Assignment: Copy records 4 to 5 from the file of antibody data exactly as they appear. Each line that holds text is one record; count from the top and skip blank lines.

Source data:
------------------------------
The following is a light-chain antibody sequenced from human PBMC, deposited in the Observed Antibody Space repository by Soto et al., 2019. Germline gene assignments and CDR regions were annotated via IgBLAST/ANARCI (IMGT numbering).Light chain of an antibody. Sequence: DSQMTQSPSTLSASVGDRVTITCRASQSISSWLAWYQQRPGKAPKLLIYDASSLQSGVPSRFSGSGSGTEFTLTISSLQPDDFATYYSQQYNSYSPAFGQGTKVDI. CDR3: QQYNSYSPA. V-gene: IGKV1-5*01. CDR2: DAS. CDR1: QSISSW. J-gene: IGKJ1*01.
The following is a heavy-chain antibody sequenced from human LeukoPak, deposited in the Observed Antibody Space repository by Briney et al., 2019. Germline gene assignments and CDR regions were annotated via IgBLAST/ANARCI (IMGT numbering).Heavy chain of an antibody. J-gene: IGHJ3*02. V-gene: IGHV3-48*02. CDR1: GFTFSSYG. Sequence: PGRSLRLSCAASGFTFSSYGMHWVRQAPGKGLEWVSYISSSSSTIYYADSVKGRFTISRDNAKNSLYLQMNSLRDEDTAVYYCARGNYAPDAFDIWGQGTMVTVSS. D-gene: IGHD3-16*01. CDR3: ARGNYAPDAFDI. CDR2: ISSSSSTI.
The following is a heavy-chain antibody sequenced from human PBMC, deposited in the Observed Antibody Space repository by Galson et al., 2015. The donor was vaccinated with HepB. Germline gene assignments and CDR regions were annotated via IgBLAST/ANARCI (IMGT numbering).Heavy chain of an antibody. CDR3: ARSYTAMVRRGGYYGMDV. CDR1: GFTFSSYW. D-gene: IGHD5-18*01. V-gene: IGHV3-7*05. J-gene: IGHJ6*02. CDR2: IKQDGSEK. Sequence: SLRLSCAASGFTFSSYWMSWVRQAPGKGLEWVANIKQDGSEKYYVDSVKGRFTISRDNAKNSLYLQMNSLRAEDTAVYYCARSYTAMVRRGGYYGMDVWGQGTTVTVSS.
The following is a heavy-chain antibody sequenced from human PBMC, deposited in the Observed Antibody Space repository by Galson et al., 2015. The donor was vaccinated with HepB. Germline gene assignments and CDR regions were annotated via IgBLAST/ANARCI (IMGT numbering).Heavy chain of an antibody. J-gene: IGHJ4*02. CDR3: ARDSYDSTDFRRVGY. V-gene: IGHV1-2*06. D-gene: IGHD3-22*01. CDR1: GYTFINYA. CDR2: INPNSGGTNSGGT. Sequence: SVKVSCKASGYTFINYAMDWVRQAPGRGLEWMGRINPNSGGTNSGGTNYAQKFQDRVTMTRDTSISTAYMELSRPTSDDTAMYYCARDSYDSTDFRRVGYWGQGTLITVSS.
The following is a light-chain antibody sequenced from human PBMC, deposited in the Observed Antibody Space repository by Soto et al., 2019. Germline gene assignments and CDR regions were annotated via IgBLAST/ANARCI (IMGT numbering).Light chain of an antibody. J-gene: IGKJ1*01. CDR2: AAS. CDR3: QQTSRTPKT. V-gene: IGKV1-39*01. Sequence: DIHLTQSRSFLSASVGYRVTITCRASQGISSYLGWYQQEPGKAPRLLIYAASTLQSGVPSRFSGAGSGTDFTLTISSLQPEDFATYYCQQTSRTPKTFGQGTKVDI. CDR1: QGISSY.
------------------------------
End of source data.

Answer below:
The following is a heavy-chain antibody sequenced from human PBMC, deposited in the Observed Antibody Space repository by Galson et al., 2015. The donor was vaccinated with HepB. Germline gene assignments and CDR regions were annotated via IgBLAST/ANARCI (IMGT numbering).Heavy chain of an antibody. J-gene: IGHJ4*02. CDR3: ARDSYDSTDFRRVGY. V-gene: IGHV1-2*06. D-gene: IGHD3-22*01. CDR1: GYTFINYA. CDR2: INPNSGGTNSGGT. Sequence: SVKVSCKASGYTFINYAMDWVRQAPGRGLEWMGRINPNSGGTNSGGTNYAQKFQDRVTMTRDTSISTAYMELSRPTSDDTAMYYCARDSYDSTDFRRVGYWGQGTLITVSS.
The following is a light-chain antibody sequenced from human PBMC, deposited in the Observed Antibody Space repository by Soto et al., 2019. Germline gene assignments and CDR regions were annotated via IgBLAST/ANARCI (IMGT numbering).Light chain of an antibody. J-gene: IGKJ1*01. CDR2: AAS. CDR3: QQTSRTPKT. V-gene: IGKV1-39*01. Sequence: DIHLTQSRSFLSASVGYRVTITCRASQGISSYLGWYQQEPGKAPRLLIYAASTLQSGVPSRFSGAGSGTDFTLTISSLQPEDFATYYCQQTSRTPKTFGQGTKVDI. CDR1: QGISSY.